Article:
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August 11, 2008

Tech AD provides answers on a wide array of topics

By: Jimmy Robertson

Virginia Tech is entering its fifth season in the ACC and there is a lot of going on within the athletics program. We sat down with Jim Weaver, director of athletics, as part of our annual Q&A to get his thoughts on a wide range of topics.

Q: Virginia Tech has won nine conference championships since joining the ACC, surpassing, we believe, everyone’s expectations. What do you think has led to the school’s success so far?

JW: I think the fact that being in the ACC has enabled our coaches to enhance their recruiting efforts and it shows that we had the right head coaching leadership in place, and that we were confident that we could be successful in this conference. We’re fifth in the conference in terms of championships won since we joined the league. To do that in such a short period of time – that’s something to be proud of.

Q: Facilities are a never-ending topic here at Tech. How is the basketball practice facility coming along since ground was broken on the project in late April?

JW: I think it’s coming along fine. It’s going to give our basketball programs the kind of facility they need to recruit to, and it’ll allow us to compete with the top schools in the country for recruits.
Ours is an enterprise that if you don’t invest in it, you won’t realize the success. There are a lot of people aspiring to achieve the same things we are and it’s important that we continue to move forward.

Q: What can you tell us about the next project – the construction of a new football locker room and players’ lounge next to Jamerson?

JW: We have to go to the Board of Visitors and we’re working on getting all that information in place. But that’s our next big project and it needs to happen. We’re working hard and trying to have that ready for the 2010 year. You don’t wait until something is totally broke to fix it. You try to move forward while you have the momentum.

Q: Why this particular project as opposed to building a new field house, as you’ve stated in the past that you wanted to do?

JW: The field house is not as high of a priority. The football locker room is used on a daily basis whereas the field house is only used when the weather is inclement and for our indoor track teams or for some sports to get ready for the spring season. We still want to turn that into a full-time track facility and still build a field house. That’ll be next on our list of priorities.

Q: What can you tell us about scheduling, and in particular, about perhaps playing Alabama in the season-opening Chick-fil-A College Kickoff next year?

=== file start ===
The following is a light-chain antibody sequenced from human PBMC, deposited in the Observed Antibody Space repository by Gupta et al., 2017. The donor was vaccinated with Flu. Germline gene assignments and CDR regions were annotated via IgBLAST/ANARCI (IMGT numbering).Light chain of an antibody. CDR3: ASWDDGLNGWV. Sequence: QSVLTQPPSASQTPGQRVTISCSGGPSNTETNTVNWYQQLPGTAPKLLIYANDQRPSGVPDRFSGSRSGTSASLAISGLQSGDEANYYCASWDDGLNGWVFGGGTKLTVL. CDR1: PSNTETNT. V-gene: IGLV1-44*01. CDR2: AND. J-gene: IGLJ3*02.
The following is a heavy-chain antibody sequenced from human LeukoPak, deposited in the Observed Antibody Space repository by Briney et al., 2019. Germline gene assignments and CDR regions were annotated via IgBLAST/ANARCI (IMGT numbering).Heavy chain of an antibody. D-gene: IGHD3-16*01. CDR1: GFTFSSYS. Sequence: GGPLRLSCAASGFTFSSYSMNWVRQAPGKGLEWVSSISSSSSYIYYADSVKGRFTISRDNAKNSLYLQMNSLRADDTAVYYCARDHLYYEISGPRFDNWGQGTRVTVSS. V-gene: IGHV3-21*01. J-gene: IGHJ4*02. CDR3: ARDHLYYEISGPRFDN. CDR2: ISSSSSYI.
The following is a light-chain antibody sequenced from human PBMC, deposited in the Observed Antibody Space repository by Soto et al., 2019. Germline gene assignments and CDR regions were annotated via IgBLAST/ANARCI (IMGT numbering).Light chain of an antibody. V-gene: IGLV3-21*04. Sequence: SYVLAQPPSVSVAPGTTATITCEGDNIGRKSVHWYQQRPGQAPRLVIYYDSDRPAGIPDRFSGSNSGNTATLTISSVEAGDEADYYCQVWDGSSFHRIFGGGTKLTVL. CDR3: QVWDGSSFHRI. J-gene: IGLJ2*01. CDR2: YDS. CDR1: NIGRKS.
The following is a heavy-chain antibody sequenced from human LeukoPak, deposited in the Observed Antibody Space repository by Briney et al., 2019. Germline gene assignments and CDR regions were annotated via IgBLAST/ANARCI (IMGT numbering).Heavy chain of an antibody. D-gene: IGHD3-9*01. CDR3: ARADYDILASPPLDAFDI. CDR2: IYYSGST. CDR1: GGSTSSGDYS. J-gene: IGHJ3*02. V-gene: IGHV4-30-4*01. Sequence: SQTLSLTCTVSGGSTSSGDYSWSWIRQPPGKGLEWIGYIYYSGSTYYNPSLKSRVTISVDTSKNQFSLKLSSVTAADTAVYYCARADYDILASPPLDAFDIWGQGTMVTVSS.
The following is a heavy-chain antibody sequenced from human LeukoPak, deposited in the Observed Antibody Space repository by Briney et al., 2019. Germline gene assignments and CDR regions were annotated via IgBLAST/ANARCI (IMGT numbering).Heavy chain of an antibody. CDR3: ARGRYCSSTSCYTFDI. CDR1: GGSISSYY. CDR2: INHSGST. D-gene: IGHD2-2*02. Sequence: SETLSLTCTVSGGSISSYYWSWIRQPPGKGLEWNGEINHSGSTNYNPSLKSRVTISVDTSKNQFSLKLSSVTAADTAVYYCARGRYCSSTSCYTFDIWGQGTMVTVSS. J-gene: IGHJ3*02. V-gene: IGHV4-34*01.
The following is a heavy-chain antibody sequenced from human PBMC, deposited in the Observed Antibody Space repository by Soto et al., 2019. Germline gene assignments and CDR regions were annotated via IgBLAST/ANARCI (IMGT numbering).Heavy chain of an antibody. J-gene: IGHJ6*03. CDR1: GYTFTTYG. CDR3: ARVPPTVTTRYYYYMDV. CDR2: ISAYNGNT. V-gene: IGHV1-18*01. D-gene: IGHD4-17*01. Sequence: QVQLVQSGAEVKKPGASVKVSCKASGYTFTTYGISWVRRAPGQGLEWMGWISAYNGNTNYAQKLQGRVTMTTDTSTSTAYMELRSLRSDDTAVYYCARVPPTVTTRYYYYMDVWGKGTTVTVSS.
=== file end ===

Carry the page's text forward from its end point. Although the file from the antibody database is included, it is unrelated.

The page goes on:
JW: We made the decision back in the spring that we would avail ourselves to that opportunity and we were able to move the Cincinnati game to 2012 [season opener in 2009]. Talks with Alabama were in the works, and if it wasn’t Alabama, then it would be another SEC team. If that doesn’t happen, then we’re guaranteed a home game next year by the TV entity [ABC/ESPN] without having to return the game at a later date.

As far as the rest of our scheduling, we’re fully booked pretty far out [through the 2012 season]. We’ve also got Nebraska [2008-09], Syracuse [2010-11], Pittsburgh [2012-13], Ohio State [2014-15] and Wisconsin [2016-17] all on our schedule in coming years.

Q: There was a story in USA Today about Ohio State paying Navy $1.4 million to come to Columbus for a home game. Other schools are paying in excess of $800,000 for games. How does the rising cost of games affect your scheduling philosophy?

JW: It makes things difficult. The people who are paying those huge guarantees are the people who have 90,000-seat stadiums and above. We’re at 66,000 so it’s difficult for us to pay those guarantees.

The highest we had ever paid was $500,000, but this year, we’re paying Western Kentucky $850,000 and I have a major problem with that. We tried to help out the Mid-American Conference when they wanted to push the Bowling Green game back to 2012. They said they would help us find an opponent and never did. And I was not going to play two I-AA teams [Furman is on Tech’s schedule]. Unfortunately, we had to pay a huge guarantee.

Now, the money averages out this year [on a per-game basis] to what we’d normally pay because we’re going to Charlotte [for the ECU game] and to Nebraska. But I’m still not happy about it.

Q: No one talks about energy costs related to athletics, but does that concern you?

JW: I’m worried to death about it. We’ve met as a staff numerous times about that subject matter and we have strategized how we’re going to go about that. We have 2-3 different approaches that we’re going to take to help our programs make ends meet. I don’t want to get into those right now because we haven’t talked with all the coaches about it.

By the same token, I think the energy crisis is going to push intercollegiate athletics to think about a number of things. I can see the foreign tours going by the wayside. I can see the non-traditional competitions going by the wayside. And certainly, I think people are going to have to schedule more on a regional basis. It doesn’t make sense for a lot of sports to go to the West Coast to compete. I think that will all come to the forefront in the next year or two.